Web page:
The U.S. State Department published its final report on Keystone XL Friday saying there were few environmental problems tied to TransCanada's proposed 1,179-mile oil pipeline.
A federal permit is needed because the pipeline would cross the U.S. border with Canada. The State Department said its report isn't a "decision document" and President Obama said he'd weigh the project against its environmental footprint.
Vitter, R-La., ranking member of the Senate Committee on Environment and Public Works, said Keystone XL has been through a thorough review since it was submitted for approval more than five years ago.
"The [Obama] administration should now move beyond dilly dallying and approve this job creating project," he said in a statement Tuesday.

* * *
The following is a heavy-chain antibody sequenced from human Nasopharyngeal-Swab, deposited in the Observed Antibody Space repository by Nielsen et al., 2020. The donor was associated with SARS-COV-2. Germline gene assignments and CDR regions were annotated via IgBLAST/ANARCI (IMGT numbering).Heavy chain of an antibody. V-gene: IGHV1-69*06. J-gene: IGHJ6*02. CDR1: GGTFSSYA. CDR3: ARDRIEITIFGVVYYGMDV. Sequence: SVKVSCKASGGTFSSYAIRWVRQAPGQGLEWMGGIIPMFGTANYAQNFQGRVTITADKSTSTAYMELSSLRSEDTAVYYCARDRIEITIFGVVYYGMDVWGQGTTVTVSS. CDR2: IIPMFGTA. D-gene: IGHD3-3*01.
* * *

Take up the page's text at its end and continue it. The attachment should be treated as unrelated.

Vitter was joined in his support for the pipeline by more than 10 other bipartisan legislators and industry officials who said last week's report means the Obama administration has run out of "excuses" not to back the project.
Campaigners from Oil Change International, Friends of Earth and the Sierra Club filed Freedom of Information Act requestswith the State Department saying there may be conflicts of interest with its report. The pipeline would bring viscous crude recovered from Canadian oil sands to refineries on the U.S. Gulf Coast.
They say TransCanada Chief Executive Officer Russ Girling and other industry officials were briefed on the report before it was published. Oil Change International added it was concerned about the report because it was contracted by the State Department to British consultant firm Environmental Resources Management, which has ties to the oil industry.